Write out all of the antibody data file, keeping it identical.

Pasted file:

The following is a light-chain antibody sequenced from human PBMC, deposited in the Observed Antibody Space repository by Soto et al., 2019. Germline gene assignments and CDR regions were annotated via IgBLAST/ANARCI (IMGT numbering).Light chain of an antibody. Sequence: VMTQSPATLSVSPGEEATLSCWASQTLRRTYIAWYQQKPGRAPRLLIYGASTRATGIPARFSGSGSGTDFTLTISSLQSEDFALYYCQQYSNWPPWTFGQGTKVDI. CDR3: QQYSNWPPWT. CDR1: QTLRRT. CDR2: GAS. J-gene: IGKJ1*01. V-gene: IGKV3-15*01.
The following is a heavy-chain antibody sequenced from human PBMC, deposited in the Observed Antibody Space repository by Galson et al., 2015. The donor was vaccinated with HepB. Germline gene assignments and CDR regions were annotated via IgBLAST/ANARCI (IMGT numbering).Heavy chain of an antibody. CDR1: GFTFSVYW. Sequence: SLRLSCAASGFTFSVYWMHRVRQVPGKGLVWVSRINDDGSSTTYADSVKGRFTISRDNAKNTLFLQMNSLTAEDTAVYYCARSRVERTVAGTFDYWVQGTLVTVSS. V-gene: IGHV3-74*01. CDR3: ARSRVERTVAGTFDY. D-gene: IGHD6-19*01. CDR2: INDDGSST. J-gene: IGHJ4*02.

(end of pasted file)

The following is a light-chain antibody sequenced from human PBMC, deposited in the Observed Antibody Space repository by Soto et al., 2019. Germline gene assignments and CDR regions were annotated via IgBLAST/ANARCI (IMGT numbering).Light chain of an antibody. Sequence: VMTQSPATLSVSPGEEATLSCWASQTLRRTYIAWYQQKPGRAPRLLIYGASTRATGIPARFSGSGSGTDFTLTISSLQSEDFALYYCQQYSNWPPWTFGQGTKVDI. CDR3: QQYSNWPPWT. CDR1: QTLRRT. CDR2: GAS. J-gene: IGKJ1*01. V-gene: IGKV3-15*01.
The following is a heavy-chain antibody sequenced from human PBMC, deposited in the Observed Antibody Space repository by Galson et al., 2015. The donor was vaccinated with HepB. Germline gene assignments and CDR regions were annotated via IgBLAST/ANARCI (IMGT numbering).Heavy chain of an antibody. CDR1: GFTFSVYW. Sequence: SLRLSCAASGFTFSVYWMHRVRQVPGKGLVWVSRINDDGSSTTYADSVKGRFTISRDNAKNTLFLQMNSLTAEDTAVYYCARSRVERTVAGTFDYWVQGTLVTVSS. V-gene: IGHV3-74*01. CDR3: ARSRVERTVAGTFDY. D-gene: IGHD6-19*01. CDR2: INDDGSST. J-gene: IGHJ4*02.